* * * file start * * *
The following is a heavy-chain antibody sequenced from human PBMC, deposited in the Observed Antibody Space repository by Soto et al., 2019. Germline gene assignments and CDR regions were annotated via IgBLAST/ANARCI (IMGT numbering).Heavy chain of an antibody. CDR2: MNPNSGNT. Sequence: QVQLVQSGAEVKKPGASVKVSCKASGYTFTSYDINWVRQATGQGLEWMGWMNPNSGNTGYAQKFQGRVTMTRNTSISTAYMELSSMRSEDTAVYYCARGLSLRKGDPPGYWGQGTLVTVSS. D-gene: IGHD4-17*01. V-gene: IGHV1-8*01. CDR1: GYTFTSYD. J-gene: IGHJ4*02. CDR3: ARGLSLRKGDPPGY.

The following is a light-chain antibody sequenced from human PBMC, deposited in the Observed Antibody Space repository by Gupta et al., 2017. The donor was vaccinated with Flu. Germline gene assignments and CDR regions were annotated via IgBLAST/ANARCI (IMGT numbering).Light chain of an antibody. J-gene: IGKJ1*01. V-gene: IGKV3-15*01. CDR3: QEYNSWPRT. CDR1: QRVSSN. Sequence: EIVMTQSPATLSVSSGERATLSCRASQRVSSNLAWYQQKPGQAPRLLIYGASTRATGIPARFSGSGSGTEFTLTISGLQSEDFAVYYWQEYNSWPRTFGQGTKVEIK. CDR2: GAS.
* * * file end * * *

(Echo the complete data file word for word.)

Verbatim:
The following is a heavy-chain antibody sequenced from human PBMC, deposited in the Observed Antibody Space repository by Soto et al., 2019. Germline gene assignments and CDR regions were annotated via IgBLAST/ANARCI (IMGT numbering).Heavy chain of an antibody. CDR2: MNPNSGNT. Sequence: QVQLVQSGAEVKKPGASVKVSCKASGYTFTSYDINWVRQATGQGLEWMGWMNPNSGNTGYAQKFQGRVTMTRNTSISTAYMELSSMRSEDTAVYYCARGLSLRKGDPPGYWGQGTLVTVSS. D-gene: IGHD4-17*01. V-gene: IGHV1-8*01. CDR1: GYTFTSYD. J-gene: IGHJ4*02. CDR3: ARGLSLRKGDPPGY.

The following is a light-chain antibody sequenced from human PBMC, deposited in the Observed Antibody Space repository by Gupta et al., 2017. The donor was vaccinated with Flu. Germline gene assignments and CDR regions were annotated via IgBLAST/ANARCI (IMGT numbering).Light chain of an antibody. J-gene: IGKJ1*01. V-gene: IGKV3-15*01. CDR3: QEYNSWPRT. CDR1: QRVSSN. Sequence: EIVMTQSPATLSVSSGERATLSCRASQRVSSNLAWYQQKPGQAPRLLIYGASTRATGIPARFSGSGSGTEFTLTISGLQSEDFAVYYWQEYNSWPRTFGQGTKVEIK. CDR2: GAS.